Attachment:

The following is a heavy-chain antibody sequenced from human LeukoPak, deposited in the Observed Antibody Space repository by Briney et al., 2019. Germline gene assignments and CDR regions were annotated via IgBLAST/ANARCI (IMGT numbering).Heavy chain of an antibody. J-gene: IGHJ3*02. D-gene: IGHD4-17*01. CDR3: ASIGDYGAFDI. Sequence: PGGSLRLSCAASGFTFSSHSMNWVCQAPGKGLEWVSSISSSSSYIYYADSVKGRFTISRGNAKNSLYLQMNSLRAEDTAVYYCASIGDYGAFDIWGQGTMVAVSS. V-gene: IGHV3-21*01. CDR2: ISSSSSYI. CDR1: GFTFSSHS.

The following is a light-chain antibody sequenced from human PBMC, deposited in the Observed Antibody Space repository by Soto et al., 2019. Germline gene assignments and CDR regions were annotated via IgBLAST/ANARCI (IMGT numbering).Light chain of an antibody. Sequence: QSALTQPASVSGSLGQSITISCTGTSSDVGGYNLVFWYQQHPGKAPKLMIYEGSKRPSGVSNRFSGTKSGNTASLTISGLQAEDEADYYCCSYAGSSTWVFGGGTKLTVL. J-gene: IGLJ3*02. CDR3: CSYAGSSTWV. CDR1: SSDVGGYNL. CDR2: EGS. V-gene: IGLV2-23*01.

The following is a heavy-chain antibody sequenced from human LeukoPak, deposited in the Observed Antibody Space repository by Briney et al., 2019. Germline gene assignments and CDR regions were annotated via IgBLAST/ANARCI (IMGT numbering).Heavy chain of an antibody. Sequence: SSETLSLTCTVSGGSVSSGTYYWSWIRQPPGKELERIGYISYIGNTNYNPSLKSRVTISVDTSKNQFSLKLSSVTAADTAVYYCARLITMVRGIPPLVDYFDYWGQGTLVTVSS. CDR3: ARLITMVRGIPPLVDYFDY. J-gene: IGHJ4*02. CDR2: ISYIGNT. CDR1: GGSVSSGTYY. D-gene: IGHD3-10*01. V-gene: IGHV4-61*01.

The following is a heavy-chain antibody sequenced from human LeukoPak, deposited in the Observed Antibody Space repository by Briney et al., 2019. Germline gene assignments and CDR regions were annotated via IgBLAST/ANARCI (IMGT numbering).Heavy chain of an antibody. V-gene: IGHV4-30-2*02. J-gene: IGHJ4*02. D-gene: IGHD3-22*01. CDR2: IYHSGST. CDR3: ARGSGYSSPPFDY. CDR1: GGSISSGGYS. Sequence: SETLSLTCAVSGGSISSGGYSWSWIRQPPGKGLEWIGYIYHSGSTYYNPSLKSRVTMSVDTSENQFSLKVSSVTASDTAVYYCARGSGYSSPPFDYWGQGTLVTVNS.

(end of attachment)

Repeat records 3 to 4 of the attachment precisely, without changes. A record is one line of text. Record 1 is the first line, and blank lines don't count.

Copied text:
The following is a heavy-chain antibody sequenced from human LeukoPak, deposited in the Observed Antibody Space repository by Briney et al., 2019. Germline gene assignments and CDR regions were annotated via IgBLAST/ANARCI (IMGT numbering).Heavy chain of an antibody. Sequence: SSETLSLTCTVSGGSVSSGTYYWSWIRQPPGKELERIGYISYIGNTNYNPSLKSRVTISVDTSKNQFSLKLSSVTAADTAVYYCARLITMVRGIPPLVDYFDYWGQGTLVTVSS. CDR3: ARLITMVRGIPPLVDYFDY. J-gene: IGHJ4*02. CDR2: ISYIGNT. CDR1: GGSVSSGTYY. D-gene: IGHD3-10*01. V-gene: IGHV4-61*01.

The following is a heavy-chain antibody sequenced from human LeukoPak, deposited in the Observed Antibody Space repository by Briney et al., 2019. Germline gene assignments and CDR regions were annotated via IgBLAST/ANARCI (IMGT numbering).Heavy chain of an antibody. V-gene: IGHV4-30-2*02. J-gene: IGHJ4*02. D-gene: IGHD3-22*01. CDR2: IYHSGST. CDR3: ARGSGYSSPPFDY. CDR1: GGSISSGGYS. Sequence: SETLSLTCAVSGGSISSGGYSWSWIRQPPGKGLEWIGYIYHSGSTYYNPSLKSRVTMSVDTSENQFSLKVSSVTASDTAVYYCARGSGYSSPPFDYWGQGTLVTVNS.